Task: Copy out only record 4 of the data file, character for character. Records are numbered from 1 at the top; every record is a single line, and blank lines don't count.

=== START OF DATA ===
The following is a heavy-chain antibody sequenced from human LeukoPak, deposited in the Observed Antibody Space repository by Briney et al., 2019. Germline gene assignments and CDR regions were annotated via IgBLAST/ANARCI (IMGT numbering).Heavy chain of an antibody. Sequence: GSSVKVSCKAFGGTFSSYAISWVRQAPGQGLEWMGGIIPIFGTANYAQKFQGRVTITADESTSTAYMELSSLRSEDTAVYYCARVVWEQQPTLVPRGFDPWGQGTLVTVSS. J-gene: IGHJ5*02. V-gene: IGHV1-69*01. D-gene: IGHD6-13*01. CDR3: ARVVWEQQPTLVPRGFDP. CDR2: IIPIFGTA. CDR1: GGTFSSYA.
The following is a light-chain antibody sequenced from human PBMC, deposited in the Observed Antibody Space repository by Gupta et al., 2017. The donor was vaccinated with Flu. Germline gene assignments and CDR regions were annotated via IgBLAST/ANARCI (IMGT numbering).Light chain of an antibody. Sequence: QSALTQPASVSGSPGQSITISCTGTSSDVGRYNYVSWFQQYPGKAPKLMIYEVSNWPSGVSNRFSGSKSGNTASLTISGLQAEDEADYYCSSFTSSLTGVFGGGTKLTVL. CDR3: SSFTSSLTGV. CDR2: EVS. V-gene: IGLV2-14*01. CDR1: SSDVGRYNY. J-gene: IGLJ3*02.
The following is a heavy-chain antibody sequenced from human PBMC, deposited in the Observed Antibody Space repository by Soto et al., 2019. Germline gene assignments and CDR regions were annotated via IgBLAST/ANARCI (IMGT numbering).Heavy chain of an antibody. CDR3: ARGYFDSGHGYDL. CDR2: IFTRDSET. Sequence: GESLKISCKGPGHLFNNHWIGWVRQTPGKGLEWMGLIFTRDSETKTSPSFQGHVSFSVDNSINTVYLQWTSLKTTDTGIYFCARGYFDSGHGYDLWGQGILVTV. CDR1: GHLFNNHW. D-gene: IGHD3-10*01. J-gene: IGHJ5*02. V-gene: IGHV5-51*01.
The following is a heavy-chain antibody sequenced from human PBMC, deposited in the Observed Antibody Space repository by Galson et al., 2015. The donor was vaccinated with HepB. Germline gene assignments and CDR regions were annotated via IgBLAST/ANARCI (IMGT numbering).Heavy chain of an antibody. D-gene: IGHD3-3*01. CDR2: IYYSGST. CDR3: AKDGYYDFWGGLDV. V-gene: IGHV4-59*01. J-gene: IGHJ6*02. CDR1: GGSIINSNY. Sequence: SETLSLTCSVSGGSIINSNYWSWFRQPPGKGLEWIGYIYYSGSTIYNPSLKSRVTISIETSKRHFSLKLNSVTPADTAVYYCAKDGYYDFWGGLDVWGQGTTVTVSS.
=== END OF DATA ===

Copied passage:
The following is a heavy-chain antibody sequenced from human PBMC, deposited in the Observed Antibody Space repository by Galson et al., 2015. The donor was vaccinated with HepB. Germline gene assignments and CDR regions were annotated via IgBLAST/ANARCI (IMGT numbering).Heavy chain of an antibody. D-gene: IGHD3-3*01. CDR2: IYYSGST. CDR3: AKDGYYDFWGGLDV. V-gene: IGHV4-59*01. J-gene: IGHJ6*02. CDR1: GGSIINSNY. Sequence: SETLSLTCSVSGGSIINSNYWSWFRQPPGKGLEWIGYIYYSGSTIYNPSLKSRVTISIETSKRHFSLKLNSVTPADTAVYYCAKDGYYDFWGGLDVWGQGTTVTVSS.